I was disappointed in the Union-Bulletin on Sunday when a front-page headline referred to the president’s health-care plan rollout as a “mess.” It is not the journalist’s job to insert his or her own opinion when reporting news, unless it is specified as news commentary or placed in the editorial page of a newspaper.
This practice has become more and more prevalent in today’s highly charged, partisan political news media. It is definitely not fair, because it stirs the emotions, often shutting off a listener’s or reader’s rational thinking processes. When a journalist inserts his or her own value system, those readers who agree may happily have their biases affirmed, while those listeners or readers who disagree may become upset at the journalist’s skipping of the information for which any reader could use to help make a conclusion on their own.
“Obamacare” is not, by design, something the president should have put his signature upon, because when any snag has arisen in the rollout of this complicated system, the opposition jumps all over the president with its emotion-charged statements. People parrot the media, and may shrink from disagreeing with opinions presented by news anchors or newspaper editors, for want of being on the winning side of a political issue.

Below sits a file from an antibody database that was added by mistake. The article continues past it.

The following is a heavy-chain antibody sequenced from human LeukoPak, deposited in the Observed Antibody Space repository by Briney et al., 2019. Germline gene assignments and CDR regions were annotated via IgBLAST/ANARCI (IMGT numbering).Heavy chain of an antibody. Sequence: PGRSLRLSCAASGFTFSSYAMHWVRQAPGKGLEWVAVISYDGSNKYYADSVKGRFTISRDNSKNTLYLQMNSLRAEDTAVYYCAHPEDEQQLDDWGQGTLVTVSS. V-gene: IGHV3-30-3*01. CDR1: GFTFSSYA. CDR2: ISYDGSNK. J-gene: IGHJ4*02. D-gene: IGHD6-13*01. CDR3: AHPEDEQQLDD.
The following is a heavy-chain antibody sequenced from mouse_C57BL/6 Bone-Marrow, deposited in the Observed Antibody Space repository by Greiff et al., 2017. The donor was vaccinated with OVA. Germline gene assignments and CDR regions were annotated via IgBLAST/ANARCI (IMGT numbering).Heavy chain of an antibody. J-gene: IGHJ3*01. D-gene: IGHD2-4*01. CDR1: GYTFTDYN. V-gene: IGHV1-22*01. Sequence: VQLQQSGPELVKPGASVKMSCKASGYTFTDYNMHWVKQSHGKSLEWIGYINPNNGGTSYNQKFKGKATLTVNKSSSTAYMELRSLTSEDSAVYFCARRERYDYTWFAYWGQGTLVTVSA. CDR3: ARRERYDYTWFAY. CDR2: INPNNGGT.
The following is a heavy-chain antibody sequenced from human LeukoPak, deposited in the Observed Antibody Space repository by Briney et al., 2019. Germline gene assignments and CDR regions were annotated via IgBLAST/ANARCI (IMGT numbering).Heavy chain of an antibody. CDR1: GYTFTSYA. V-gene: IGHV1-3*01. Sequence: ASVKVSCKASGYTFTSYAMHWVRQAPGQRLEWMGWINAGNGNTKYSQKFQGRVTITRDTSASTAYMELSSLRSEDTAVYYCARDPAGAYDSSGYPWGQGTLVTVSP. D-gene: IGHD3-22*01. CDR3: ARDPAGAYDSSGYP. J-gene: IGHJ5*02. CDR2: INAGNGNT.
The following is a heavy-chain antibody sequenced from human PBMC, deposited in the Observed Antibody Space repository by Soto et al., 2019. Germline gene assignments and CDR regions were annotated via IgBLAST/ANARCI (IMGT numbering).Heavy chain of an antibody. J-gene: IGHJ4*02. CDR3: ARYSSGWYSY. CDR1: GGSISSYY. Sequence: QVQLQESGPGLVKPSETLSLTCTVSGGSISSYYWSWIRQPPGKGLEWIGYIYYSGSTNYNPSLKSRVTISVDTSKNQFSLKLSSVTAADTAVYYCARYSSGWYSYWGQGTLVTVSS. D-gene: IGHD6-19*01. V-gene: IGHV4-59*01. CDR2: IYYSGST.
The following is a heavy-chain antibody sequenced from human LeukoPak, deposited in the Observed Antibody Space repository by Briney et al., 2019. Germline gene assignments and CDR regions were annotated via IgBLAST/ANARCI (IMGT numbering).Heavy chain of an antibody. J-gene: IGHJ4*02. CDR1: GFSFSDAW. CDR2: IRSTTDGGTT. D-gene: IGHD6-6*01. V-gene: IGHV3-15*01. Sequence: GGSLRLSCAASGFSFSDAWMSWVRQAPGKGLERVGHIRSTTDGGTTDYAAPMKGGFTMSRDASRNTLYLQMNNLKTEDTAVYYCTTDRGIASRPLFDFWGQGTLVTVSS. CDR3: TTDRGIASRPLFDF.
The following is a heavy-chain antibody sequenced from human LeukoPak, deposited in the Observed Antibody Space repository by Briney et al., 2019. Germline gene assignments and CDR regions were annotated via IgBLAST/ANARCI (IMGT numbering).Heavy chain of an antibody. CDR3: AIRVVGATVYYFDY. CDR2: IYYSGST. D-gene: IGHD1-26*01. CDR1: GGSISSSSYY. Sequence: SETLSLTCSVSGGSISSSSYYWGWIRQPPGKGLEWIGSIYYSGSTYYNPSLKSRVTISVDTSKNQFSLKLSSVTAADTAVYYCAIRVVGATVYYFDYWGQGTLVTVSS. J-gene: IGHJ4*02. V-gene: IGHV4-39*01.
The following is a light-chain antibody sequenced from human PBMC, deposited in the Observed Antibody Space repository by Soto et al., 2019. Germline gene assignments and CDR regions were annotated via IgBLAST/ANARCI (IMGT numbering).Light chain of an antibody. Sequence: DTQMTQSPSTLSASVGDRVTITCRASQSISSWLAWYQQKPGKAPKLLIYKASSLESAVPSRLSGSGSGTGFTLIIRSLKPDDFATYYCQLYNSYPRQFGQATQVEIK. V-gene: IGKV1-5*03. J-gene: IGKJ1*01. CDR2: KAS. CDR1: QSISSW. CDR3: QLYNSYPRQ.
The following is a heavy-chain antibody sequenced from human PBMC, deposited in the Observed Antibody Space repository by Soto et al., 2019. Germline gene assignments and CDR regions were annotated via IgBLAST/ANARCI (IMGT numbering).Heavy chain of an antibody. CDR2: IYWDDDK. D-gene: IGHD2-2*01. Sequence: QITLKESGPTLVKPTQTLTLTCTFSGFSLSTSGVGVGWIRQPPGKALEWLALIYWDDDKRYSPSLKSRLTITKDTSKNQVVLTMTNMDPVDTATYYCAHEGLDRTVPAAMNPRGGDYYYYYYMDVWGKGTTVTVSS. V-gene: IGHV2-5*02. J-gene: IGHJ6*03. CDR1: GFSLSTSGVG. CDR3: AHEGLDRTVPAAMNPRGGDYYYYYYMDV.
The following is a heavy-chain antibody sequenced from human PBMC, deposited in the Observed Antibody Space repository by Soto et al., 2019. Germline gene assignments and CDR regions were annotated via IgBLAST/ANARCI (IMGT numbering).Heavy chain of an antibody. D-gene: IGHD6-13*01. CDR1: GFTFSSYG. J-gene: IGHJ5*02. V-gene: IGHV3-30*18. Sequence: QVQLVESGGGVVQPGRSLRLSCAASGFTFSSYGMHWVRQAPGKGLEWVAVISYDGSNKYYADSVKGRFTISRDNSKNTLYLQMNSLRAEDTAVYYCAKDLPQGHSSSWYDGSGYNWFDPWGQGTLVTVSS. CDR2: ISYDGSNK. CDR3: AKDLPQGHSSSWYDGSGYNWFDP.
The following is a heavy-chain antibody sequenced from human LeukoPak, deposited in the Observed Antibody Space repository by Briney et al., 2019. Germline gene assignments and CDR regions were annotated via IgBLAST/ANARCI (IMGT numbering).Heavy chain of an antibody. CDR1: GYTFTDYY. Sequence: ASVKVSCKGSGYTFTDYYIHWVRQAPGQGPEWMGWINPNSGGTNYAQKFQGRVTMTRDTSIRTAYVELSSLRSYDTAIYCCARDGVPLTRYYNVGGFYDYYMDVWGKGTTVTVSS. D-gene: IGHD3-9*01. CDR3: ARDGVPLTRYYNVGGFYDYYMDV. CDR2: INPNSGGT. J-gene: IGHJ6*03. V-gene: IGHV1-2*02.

“Obamacare” is not the same as “public option” or single-payer. It is a combination of choices of private health insurance or choosing one of the health insurance “exchanges” — those which are expansions of Medicaid for states who decide to participate.
This plan was not the most straightforward, efficient nor cost-saving plan that could have been put on the table, in my opinion, but was a compromise made when Congress bargained between the two political parties. The end product was designed similarly to the signature “Romneycare.”
“Mess?” Not in my perspective. But my point is that it is not for the news journalists to dump their emotional wording on the public. Let the public decide and react with its own inner emotions by reporting pertinent information.
There was an ad in the Sunday Union-Bulletin where reporter Alfred Diaz described himself as a fair and concise reporter. After reading several of his articles over many months covering local news, I have to agree with him. If more news journalists were like him, I would find it a refreshing change for the better.
Sharon K. Schiller